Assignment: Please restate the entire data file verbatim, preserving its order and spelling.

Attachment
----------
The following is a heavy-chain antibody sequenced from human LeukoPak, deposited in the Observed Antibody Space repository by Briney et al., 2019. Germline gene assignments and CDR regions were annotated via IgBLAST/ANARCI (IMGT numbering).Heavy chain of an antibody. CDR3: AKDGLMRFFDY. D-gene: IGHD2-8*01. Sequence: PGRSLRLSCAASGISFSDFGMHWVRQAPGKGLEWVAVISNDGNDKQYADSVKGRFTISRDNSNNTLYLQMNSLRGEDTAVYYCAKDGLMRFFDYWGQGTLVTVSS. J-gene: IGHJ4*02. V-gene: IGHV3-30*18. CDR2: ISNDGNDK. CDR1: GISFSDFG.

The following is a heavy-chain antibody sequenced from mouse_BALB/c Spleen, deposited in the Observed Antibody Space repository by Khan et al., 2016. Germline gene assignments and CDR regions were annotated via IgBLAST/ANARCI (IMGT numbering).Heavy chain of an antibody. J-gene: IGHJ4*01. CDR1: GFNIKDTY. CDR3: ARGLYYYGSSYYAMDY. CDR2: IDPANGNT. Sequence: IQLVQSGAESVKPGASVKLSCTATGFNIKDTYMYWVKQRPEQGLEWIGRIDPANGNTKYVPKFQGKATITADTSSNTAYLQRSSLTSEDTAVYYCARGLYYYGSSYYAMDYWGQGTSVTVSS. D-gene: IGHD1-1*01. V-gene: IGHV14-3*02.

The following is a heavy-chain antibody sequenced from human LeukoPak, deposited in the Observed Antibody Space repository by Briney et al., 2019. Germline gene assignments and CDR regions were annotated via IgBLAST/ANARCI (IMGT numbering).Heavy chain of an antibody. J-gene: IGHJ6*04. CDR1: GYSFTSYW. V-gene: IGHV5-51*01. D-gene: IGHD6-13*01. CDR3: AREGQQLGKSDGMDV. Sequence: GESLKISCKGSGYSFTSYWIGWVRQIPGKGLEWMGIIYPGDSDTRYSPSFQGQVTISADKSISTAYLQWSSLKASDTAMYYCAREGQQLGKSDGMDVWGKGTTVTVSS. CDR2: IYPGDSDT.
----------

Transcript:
The following is a heavy-chain antibody sequenced from human LeukoPak, deposited in the Observed Antibody Space repository by Briney et al., 2019. Germline gene assignments and CDR regions were annotated via IgBLAST/ANARCI (IMGT numbering).Heavy chain of an antibody. CDR3: AKDGLMRFFDY. D-gene: IGHD2-8*01. Sequence: PGRSLRLSCAASGISFSDFGMHWVRQAPGKGLEWVAVISNDGNDKQYADSVKGRFTISRDNSNNTLYLQMNSLRGEDTAVYYCAKDGLMRFFDYWGQGTLVTVSS. J-gene: IGHJ4*02. V-gene: IGHV3-30*18. CDR2: ISNDGNDK. CDR1: GISFSDFG.

The following is a heavy-chain antibody sequenced from mouse_BALB/c Spleen, deposited in the Observed Antibody Space repository by Khan et al., 2016. Germline gene assignments and CDR regions were annotated via IgBLAST/ANARCI (IMGT numbering).Heavy chain of an antibody. J-gene: IGHJ4*01. CDR1: GFNIKDTY. CDR3: ARGLYYYGSSYYAMDY. CDR2: IDPANGNT. Sequence: IQLVQSGAESVKPGASVKLSCTATGFNIKDTYMYWVKQRPEQGLEWIGRIDPANGNTKYVPKFQGKATITADTSSNTAYLQRSSLTSEDTAVYYCARGLYYYGSSYYAMDYWGQGTSVTVSS. D-gene: IGHD1-1*01. V-gene: IGHV14-3*02.

The following is a heavy-chain antibody sequenced from human LeukoPak, deposited in the Observed Antibody Space repository by Briney et al., 2019. Germline gene assignments and CDR regions were annotated via IgBLAST/ANARCI (IMGT numbering).Heavy chain of an antibody. J-gene: IGHJ6*04. CDR1: GYSFTSYW. V-gene: IGHV5-51*01. D-gene: IGHD6-13*01. CDR3: AREGQQLGKSDGMDV. Sequence: GESLKISCKGSGYSFTSYWIGWVRQIPGKGLEWMGIIYPGDSDTRYSPSFQGQVTISADKSISTAYLQWSSLKASDTAMYYCAREGQQLGKSDGMDVWGKGTTVTVSS. CDR2: IYPGDSDT.